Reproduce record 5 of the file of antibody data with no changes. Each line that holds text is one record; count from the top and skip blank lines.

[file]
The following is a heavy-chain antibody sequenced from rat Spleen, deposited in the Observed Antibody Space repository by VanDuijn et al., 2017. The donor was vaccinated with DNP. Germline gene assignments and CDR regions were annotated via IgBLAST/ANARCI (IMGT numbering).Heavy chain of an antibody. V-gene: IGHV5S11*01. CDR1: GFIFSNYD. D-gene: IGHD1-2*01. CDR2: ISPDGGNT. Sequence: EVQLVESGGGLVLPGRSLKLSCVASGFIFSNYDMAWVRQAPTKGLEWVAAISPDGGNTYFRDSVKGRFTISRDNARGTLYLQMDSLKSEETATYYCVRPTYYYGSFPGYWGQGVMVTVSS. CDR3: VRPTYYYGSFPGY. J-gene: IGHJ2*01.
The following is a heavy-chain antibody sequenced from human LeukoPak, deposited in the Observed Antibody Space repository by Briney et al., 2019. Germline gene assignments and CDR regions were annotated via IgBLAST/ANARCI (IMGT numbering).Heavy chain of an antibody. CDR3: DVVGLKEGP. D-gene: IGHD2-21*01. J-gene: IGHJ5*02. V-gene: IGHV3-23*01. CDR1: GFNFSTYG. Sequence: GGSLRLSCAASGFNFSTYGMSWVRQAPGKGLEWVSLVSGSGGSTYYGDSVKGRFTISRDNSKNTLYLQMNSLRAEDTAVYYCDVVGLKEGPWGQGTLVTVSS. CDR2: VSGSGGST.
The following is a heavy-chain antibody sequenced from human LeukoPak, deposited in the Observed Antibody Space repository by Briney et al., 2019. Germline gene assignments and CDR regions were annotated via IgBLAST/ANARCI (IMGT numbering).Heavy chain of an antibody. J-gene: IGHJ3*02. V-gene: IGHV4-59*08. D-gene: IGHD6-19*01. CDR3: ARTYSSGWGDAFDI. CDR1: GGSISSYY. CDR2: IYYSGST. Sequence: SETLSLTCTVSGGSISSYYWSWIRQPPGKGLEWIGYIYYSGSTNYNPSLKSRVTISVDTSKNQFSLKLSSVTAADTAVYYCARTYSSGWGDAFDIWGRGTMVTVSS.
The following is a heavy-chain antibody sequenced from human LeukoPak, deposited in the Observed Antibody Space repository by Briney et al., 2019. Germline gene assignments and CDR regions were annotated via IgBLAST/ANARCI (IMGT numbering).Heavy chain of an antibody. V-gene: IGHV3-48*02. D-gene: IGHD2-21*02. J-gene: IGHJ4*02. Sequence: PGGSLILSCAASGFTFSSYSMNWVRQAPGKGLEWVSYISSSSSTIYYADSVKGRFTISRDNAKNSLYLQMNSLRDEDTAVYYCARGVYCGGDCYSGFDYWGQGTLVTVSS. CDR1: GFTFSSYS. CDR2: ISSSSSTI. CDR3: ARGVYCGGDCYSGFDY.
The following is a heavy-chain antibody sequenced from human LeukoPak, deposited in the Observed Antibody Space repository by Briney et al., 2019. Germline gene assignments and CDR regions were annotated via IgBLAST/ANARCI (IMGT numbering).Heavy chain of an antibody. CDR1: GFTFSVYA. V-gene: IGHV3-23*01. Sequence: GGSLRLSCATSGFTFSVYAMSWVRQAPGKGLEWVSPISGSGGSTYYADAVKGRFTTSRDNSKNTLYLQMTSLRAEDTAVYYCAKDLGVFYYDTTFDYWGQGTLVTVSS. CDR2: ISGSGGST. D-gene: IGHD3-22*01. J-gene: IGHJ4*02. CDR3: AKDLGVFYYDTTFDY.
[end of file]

The following is a heavy-chain antibody sequenced from human LeukoPak, deposited in the Observed Antibody Space repository by Briney et al., 2019. Germline gene assignments and CDR regions were annotated via IgBLAST/ANARCI (IMGT numbering).Heavy chain of an antibody. CDR1: GFTFSVYA. V-gene: IGHV3-23*01. Sequence: GGSLRLSCATSGFTFSVYAMSWVRQAPGKGLEWVSPISGSGGSTYYADAVKGRFTTSRDNSKNTLYLQMTSLRAEDTAVYYCAKDLGVFYYDTTFDYWGQGTLVTVSS. CDR2: ISGSGGST. D-gene: IGHD3-22*01. J-gene: IGHJ4*02. CDR3: AKDLGVFYYDTTFDY.